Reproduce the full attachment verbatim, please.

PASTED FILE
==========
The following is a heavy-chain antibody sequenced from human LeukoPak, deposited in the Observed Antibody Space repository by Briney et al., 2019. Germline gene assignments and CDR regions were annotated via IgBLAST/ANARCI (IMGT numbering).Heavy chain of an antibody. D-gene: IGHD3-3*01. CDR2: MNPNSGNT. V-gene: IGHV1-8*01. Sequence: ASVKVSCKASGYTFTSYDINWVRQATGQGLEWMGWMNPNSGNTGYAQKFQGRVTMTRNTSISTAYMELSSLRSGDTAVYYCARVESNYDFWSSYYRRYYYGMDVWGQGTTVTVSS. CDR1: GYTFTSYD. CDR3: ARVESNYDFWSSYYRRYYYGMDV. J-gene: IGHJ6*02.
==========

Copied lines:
The following is a heavy-chain antibody sequenced from human LeukoPak, deposited in the Observed Antibody Space repository by Briney et al., 2019. Germline gene assignments and CDR regions were annotated via IgBLAST/ANARCI (IMGT numbering).Heavy chain of an antibody. D-gene: IGHD3-3*01. CDR2: MNPNSGNT. V-gene: IGHV1-8*01. Sequence: ASVKVSCKASGYTFTSYDINWVRQATGQGLEWMGWMNPNSGNTGYAQKFQGRVTMTRNTSISTAYMELSSLRSGDTAVYYCARVESNYDFWSSYYRRYYYGMDVWGQGTTVTVSS. CDR1: GYTFTSYD. CDR3: ARVESNYDFWSSYYRRYYYGMDV. J-gene: IGHJ6*02.